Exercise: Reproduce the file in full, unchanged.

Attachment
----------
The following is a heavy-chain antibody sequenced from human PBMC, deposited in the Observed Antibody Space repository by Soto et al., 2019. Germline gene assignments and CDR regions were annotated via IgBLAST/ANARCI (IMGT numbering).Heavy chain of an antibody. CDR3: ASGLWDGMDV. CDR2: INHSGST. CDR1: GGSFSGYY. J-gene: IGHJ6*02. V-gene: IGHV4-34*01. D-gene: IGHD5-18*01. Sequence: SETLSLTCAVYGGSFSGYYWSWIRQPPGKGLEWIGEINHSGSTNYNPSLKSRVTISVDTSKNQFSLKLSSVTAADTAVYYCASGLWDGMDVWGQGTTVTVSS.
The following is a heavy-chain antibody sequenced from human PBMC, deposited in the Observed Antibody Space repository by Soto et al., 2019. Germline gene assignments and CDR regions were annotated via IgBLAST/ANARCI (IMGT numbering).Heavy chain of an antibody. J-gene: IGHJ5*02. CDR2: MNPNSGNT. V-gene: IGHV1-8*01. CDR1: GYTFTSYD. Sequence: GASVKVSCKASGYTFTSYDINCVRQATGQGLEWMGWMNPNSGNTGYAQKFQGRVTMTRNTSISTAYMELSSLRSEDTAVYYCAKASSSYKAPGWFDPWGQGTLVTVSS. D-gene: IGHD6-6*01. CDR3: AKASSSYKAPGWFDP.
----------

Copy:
The following is a heavy-chain antibody sequenced from human PBMC, deposited in the Observed Antibody Space repository by Soto et al., 2019. Germline gene assignments and CDR regions were annotated via IgBLAST/ANARCI (IMGT numbering).Heavy chain of an antibody. CDR3: ASGLWDGMDV. CDR2: INHSGST. CDR1: GGSFSGYY. J-gene: IGHJ6*02. V-gene: IGHV4-34*01. D-gene: IGHD5-18*01. Sequence: SETLSLTCAVYGGSFSGYYWSWIRQPPGKGLEWIGEINHSGSTNYNPSLKSRVTISVDTSKNQFSLKLSSVTAADTAVYYCASGLWDGMDVWGQGTTVTVSS.
The following is a heavy-chain antibody sequenced from human PBMC, deposited in the Observed Antibody Space repository by Soto et al., 2019. Germline gene assignments and CDR regions were annotated via IgBLAST/ANARCI (IMGT numbering).Heavy chain of an antibody. J-gene: IGHJ5*02. CDR2: MNPNSGNT. V-gene: IGHV1-8*01. CDR1: GYTFTSYD. Sequence: GASVKVSCKASGYTFTSYDINCVRQATGQGLEWMGWMNPNSGNTGYAQKFQGRVTMTRNTSISTAYMELSSLRSEDTAVYYCAKASSSYKAPGWFDPWGQGTLVTVSS. D-gene: IGHD6-6*01. CDR3: AKASSSYKAPGWFDP.